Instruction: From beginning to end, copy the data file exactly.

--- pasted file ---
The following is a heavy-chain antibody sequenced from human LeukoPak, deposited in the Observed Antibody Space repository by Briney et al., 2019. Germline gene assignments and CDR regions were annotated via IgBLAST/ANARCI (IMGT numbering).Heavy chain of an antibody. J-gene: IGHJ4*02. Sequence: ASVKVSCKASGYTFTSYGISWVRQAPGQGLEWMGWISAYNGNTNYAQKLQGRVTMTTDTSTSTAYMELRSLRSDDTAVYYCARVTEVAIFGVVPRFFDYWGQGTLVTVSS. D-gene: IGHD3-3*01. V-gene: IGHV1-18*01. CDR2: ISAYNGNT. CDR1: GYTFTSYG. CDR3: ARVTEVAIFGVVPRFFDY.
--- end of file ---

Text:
The following is a heavy-chain antibody sequenced from human LeukoPak, deposited in the Observed Antibody Space repository by Briney et al., 2019. Germline gene assignments and CDR regions were annotated via IgBLAST/ANARCI (IMGT numbering).Heavy chain of an antibody. J-gene: IGHJ4*02. Sequence: ASVKVSCKASGYTFTSYGISWVRQAPGQGLEWMGWISAYNGNTNYAQKLQGRVTMTTDTSTSTAYMELRSLRSDDTAVYYCARVTEVAIFGVVPRFFDYWGQGTLVTVSS. D-gene: IGHD3-3*01. V-gene: IGHV1-18*01. CDR2: ISAYNGNT. CDR1: GYTFTSYG. CDR3: ARVTEVAIFGVVPRFFDY.